As Ambassador with the Anacostia River Urban Waters Federal Partnership, I recently hosted a conversation alongside Jonathan Goodell of the Alice Ferguson Foundation about mapping efforts in the Anacostia River watershed. There are many groups in the watershed who currently use mapping platforms or manage geographic data, and this event was an opportunity to share information with each other and identify possible ways to work together. Below is a summary of the conversation, organized by topic area with links to online maps included. If you would like to share links to additional maps or datasets, or join the conversation about mapping, please contact me.

Environmental Monitoring and Infrastructure Maps

The Anacostia Watershed Restoration Partnership Dashboard

The Anacostia Watershed Restoration Partnership (AWRP) mapped out 3,000 restoration projects in 2010, and since then jurisdictions have referenced the map to mark off their progressed as projects are completed. The AWRP has expanded its mapping efforts to include maps of recreation destinations like popular fishing spots.

The Metropolitan Washington Council of Governments also maintains a “dashboard” of restoration progress throughout the Anacostia watershed. These graphs and maps track health indicators of the river, but are not available publicly.

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DOEE’s “River of Resilience” Story Map and Other Datalayers

DC’s Department of Energy and Environment recently funded the much-celebrated River of Resilience Story Map by Krista Schlyer, an interactive set of media, stories and maps released in 9 different episodes.

DOEE also manages geographic datalayers that include geographic points for all of the projects they have supported, including RiverSmart Schools and schools that provide Meaningful Watershed Experiences, as well environmental data like the Anacostia floodplain. You can find some of their maps here, and look up other data points using DC’s Open Data portal here.

DC Water: Digital Twin of the Anacostia River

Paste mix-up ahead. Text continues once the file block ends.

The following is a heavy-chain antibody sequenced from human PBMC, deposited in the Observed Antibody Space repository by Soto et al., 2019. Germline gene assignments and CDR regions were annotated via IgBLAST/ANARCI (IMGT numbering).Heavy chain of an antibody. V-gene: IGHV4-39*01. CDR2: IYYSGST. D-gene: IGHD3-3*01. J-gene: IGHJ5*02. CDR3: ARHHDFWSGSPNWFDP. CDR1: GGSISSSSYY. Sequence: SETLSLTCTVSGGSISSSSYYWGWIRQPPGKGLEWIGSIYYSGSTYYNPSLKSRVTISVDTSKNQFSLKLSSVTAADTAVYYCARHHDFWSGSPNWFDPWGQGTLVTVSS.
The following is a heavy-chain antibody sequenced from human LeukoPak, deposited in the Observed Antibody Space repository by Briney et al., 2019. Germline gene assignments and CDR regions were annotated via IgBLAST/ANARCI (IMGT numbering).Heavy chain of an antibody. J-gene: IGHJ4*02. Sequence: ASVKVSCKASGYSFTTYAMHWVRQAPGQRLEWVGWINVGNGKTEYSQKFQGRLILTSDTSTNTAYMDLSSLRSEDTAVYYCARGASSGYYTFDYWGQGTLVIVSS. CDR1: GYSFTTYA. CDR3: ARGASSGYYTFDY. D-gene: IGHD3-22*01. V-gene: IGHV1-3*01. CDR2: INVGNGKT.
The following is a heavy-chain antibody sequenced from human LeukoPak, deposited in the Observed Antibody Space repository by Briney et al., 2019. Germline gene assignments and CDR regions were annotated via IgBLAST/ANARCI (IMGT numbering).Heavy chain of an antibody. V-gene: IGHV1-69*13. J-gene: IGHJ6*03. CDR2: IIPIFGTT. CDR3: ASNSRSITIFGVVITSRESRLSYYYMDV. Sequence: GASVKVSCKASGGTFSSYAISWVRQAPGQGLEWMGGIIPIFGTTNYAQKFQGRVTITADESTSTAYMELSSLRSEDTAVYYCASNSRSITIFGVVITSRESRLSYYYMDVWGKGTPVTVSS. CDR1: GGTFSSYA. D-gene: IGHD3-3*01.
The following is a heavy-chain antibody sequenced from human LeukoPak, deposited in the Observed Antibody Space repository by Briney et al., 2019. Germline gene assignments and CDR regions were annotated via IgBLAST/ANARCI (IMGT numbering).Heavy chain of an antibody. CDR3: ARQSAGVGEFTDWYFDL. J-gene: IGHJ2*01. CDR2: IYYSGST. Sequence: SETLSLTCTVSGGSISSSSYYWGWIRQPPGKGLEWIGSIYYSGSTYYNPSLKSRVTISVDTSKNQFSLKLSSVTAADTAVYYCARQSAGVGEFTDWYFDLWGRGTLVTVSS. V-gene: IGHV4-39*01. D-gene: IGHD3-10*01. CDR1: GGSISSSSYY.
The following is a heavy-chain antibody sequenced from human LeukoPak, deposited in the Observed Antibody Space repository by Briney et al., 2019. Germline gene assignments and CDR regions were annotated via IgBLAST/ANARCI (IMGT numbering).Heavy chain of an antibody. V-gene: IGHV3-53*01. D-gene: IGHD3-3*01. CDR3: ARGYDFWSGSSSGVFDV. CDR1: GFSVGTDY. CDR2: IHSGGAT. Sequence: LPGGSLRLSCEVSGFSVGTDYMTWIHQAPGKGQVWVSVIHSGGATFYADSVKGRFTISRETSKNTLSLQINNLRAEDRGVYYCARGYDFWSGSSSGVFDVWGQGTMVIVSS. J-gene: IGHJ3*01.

DC Water’s new Watershed Division is hoping to use mapping to help support decision making throughout the watershed, specifically to target investments in infrastructure. Matt Ries shared an update on an interactive map for infrastructure, currently a work in progress. DC Water is also planning to build a “Digital Twin” of the Anacostia, a live dashboard of water quality and hydrological information. Meanwhile, the utility has an open data portal for its infrastructure throughout the city.

DDOT is Renovating its Centerline Data

The District Department of Transportation is currently renovating its entire dataset of street centerlines to include detailed information about conditions, materials, lanes and lane widths and more. This information will allow for more detailed analysis and could be relevant to water quality by allowing users to calculate detailed stormwater impacts from each roadway, for example.


NOAA’s Emergency Response Management Application

The National Oceanic and Atmospheric Administration manages a lot of information in the entire region, including the Anacostia watershed. The Emergency Response Management Application (ERMA) map includes many, many layers for the entire country. More locally, NOAA has taken a renewed interest in the baseline sediment and fish tissue conditions of the Anacostia due to their involvement in the Natural Resource Damage Assessment in the Anacostia watershed.

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Washington Silverjackets